If we extend this index-of-usefulness concept to the entire list of 20 activities, we obtain the results shown in Table 19, which presents the percentage of amputees reporting use of the prosthesis every time the occasion arose for performing the activities. If, further, it is assumed that those activities in which there is the highest degree of prosthetic utilization are activities for which prostheses are most useful (or, more simply stated, easiest to perform with a prosthesis), then Table 19 indicates that the below-elbow prosthesis is highly useful or well adapted to performance in most of the 20 activities. For above-elbow and shoulder-disarticulation subjects, the usefulness or adaptability of the prosthesis drops off sharply (i.e., the prosthesis has a high level of usefulness for considerably fewer activities). Nevertheless, some consistency in pattern is evident for the three unilateral amputee types in that activities for which the prosthesis is most useful for the below-elbow group tend also to be easiest for the above-elbow and shoulder-disarticulation subjects. Similarly, the activities that are most difficult for below-elbow subjects also present the greatest difficulty for above-elbow and shoulder-disarticulation amputees. Not readily explained is the fact that the activities for which the prosthesis is apparently most useful generally rank low in frequency of occurrence or importance or both, while activities for which the prosthesis is least useful generally rank high in occurrence and importance.

Old Versus New

Table 20 compares reports by unilateral arm amputees as regards the extent of use of the old and the new prostheses. It reveals a consistent but by no means universal trend toward greater utilization of the new prosthesis as compared with the old. It is most apparent in the above-elbow subjects (increase for 17 of the 20 activities), less apparent in the below-elbow and shoulder-disarticulation amputees. As regards specific activities, however, there appears to be no systematic pattern of changes in degree of prosthetic utilization, and hence the general evidence here is rather inconclusive.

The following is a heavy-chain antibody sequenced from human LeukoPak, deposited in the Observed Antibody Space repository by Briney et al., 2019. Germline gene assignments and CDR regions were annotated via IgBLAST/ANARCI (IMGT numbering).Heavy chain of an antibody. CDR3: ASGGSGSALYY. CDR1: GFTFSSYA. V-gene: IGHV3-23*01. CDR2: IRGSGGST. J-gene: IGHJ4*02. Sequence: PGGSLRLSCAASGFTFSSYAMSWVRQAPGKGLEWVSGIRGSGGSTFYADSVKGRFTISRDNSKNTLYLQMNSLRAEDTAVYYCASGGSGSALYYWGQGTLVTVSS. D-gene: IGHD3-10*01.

Reasons for Performing Activities Without Using the Prosthesis

In the foregoing material, consideration has been given to the matter of amputee utilization of prostheses in terms of their use always, sometimes, or never in performing each of the 20 activities under study. When an amputee always uses his prosthesis in the performance of a particular activity, some degree of adequacy of the limb for that task may be assumed. When, however, he "sometimes" performs a task without using his prosthesis, or when he "never" uses the artificial arm in the performance of that activity, prosthetic inadequacy to some degree would seem apparent. An understanding of the specific inadequacies of today's arm prostheses with respect to each of the 20 activities would be of great value in prescription and training as well as in planning research. Accordingly, each amputee who indicated less than full utilization of his prosthesis in a given activity was asked why he didn't use his prosthesis every time he had occasion to perform that task.

The most specific, although not the most frequent, reason given for not using the prosthesis in the performance of particular activities was that the terminal device was inadequate. For instance, a given terminal device might be capable of holding a wallet or taking out bills but be ill-suited for holding a fork; it might be suitable for holding a necktie but not for handling a telephone. It may therefore be concluded that one major reason for not using the prosthesis in performing certain activities relates to lack of versatility in the terminal device.